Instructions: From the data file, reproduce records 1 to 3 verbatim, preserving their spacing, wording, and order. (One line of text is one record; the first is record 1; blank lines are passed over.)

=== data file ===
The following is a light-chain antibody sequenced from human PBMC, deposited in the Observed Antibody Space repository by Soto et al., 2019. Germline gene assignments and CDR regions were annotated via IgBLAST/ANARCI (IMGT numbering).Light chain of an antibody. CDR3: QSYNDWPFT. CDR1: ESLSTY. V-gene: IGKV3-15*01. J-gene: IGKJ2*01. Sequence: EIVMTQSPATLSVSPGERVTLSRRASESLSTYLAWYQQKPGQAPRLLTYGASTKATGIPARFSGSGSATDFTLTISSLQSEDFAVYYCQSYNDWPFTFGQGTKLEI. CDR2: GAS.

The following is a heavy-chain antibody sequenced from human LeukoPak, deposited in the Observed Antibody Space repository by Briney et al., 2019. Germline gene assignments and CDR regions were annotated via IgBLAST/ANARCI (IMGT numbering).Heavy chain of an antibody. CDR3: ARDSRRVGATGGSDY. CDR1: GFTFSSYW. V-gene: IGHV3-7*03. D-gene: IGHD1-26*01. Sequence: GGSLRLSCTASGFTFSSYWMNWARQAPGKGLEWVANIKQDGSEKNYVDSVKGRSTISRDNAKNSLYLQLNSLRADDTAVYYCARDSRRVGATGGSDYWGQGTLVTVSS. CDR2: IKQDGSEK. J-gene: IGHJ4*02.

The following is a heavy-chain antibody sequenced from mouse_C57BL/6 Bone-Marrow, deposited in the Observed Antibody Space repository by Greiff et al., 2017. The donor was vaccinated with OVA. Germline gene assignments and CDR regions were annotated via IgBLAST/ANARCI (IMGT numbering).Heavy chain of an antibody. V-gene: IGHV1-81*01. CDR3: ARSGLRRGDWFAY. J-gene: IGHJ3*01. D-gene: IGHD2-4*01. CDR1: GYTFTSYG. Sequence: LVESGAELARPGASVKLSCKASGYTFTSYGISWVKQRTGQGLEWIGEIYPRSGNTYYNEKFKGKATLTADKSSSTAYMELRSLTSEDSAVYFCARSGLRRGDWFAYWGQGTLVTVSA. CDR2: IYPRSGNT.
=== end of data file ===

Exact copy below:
The following is a light-chain antibody sequenced from human PBMC, deposited in the Observed Antibody Space repository by Soto et al., 2019. Germline gene assignments and CDR regions were annotated via IgBLAST/ANARCI (IMGT numbering).Light chain of an antibody. CDR3: QSYNDWPFT. CDR1: ESLSTY. V-gene: IGKV3-15*01. J-gene: IGKJ2*01. Sequence: EIVMTQSPATLSVSPGERVTLSRRASESLSTYLAWYQQKPGQAPRLLTYGASTKATGIPARFSGSGSATDFTLTISSLQSEDFAVYYCQSYNDWPFTFGQGTKLEI. CDR2: GAS.

The following is a heavy-chain antibody sequenced from human LeukoPak, deposited in the Observed Antibody Space repository by Briney et al., 2019. Germline gene assignments and CDR regions were annotated via IgBLAST/ANARCI (IMGT numbering).Heavy chain of an antibody. CDR3: ARDSRRVGATGGSDY. CDR1: GFTFSSYW. V-gene: IGHV3-7*03. D-gene: IGHD1-26*01. Sequence: GGSLRLSCTASGFTFSSYWMNWARQAPGKGLEWVANIKQDGSEKNYVDSVKGRSTISRDNAKNSLYLQLNSLRADDTAVYYCARDSRRVGATGGSDYWGQGTLVTVSS. CDR2: IKQDGSEK. J-gene: IGHJ4*02.

The following is a heavy-chain antibody sequenced from mouse_C57BL/6 Bone-Marrow, deposited in the Observed Antibody Space repository by Greiff et al., 2017. The donor was vaccinated with OVA. Germline gene assignments and CDR regions were annotated via IgBLAST/ANARCI (IMGT numbering).Heavy chain of an antibody. V-gene: IGHV1-81*01. CDR3: ARSGLRRGDWFAY. J-gene: IGHJ3*01. D-gene: IGHD2-4*01. CDR1: GYTFTSYG. Sequence: LVESGAELARPGASVKLSCKASGYTFTSYGISWVKQRTGQGLEWIGEIYPRSGNTYYNEKFKGKATLTADKSSSTAYMELRSLTSEDSAVYFCARSGLRRGDWFAYWGQGTLVTVSA. CDR2: IYPRSGNT.